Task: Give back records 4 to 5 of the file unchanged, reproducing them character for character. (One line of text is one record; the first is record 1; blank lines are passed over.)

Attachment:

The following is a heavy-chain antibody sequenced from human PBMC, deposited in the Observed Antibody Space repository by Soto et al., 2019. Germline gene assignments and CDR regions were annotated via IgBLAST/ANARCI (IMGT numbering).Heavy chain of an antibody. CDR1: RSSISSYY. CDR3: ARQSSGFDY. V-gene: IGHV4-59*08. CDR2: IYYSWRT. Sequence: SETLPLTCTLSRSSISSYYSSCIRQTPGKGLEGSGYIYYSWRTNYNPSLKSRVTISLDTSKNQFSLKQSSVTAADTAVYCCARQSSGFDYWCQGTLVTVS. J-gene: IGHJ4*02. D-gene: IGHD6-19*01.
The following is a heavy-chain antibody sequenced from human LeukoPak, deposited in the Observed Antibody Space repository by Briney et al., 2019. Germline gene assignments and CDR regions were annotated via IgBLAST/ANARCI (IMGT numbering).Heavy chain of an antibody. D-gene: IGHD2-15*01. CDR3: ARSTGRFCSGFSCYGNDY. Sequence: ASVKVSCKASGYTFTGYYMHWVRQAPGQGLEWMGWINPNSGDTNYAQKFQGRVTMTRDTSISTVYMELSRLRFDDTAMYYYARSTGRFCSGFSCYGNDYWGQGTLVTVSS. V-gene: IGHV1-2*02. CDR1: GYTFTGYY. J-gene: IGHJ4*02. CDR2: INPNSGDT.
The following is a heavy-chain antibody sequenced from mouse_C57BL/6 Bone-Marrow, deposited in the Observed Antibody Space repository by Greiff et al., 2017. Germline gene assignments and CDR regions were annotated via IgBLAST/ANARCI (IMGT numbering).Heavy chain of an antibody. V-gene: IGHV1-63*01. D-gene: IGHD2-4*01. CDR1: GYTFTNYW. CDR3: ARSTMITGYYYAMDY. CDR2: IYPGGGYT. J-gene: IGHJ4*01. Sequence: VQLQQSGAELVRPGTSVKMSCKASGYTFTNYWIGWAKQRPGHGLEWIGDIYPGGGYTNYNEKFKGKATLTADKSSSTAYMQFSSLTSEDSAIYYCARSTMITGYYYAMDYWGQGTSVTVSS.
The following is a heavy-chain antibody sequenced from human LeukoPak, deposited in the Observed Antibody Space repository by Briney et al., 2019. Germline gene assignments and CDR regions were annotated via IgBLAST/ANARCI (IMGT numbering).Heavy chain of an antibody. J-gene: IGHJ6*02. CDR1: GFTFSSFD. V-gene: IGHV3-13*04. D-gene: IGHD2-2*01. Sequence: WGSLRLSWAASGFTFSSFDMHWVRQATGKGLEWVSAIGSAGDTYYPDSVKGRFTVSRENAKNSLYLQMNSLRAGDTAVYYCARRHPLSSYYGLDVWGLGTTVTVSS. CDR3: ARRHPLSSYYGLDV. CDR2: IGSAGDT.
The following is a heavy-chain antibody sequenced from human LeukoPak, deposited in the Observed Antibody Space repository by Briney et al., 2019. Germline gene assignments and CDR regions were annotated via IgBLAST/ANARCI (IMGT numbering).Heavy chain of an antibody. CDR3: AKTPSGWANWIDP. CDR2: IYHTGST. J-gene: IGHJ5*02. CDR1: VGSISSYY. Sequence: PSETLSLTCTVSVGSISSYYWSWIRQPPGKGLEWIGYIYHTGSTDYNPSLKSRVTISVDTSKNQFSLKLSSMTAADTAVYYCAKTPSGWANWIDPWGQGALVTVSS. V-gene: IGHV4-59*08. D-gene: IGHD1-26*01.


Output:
The following is a heavy-chain antibody sequenced from human LeukoPak, deposited in the Observed Antibody Space repository by Briney et al., 2019. Germline gene assignments and CDR regions were annotated via IgBLAST/ANARCI (IMGT numbering).Heavy chain of an antibody. J-gene: IGHJ6*02. CDR1: GFTFSSFD. V-gene: IGHV3-13*04. D-gene: IGHD2-2*01. Sequence: WGSLRLSWAASGFTFSSFDMHWVRQATGKGLEWVSAIGSAGDTYYPDSVKGRFTVSRENAKNSLYLQMNSLRAGDTAVYYCARRHPLSSYYGLDVWGLGTTVTVSS. CDR3: ARRHPLSSYYGLDV. CDR2: IGSAGDT.
The following is a heavy-chain antibody sequenced from human LeukoPak, deposited in the Observed Antibody Space repository by Briney et al., 2019. Germline gene assignments and CDR regions were annotated via IgBLAST/ANARCI (IMGT numbering).Heavy chain of an antibody. CDR3: AKTPSGWANWIDP. CDR2: IYHTGST. J-gene: IGHJ5*02. CDR1: VGSISSYY. Sequence: PSETLSLTCTVSVGSISSYYWSWIRQPPGKGLEWIGYIYHTGSTDYNPSLKSRVTISVDTSKNQFSLKLSSMTAADTAVYYCAKTPSGWANWIDPWGQGALVTVSS. V-gene: IGHV4-59*08. D-gene: IGHD1-26*01.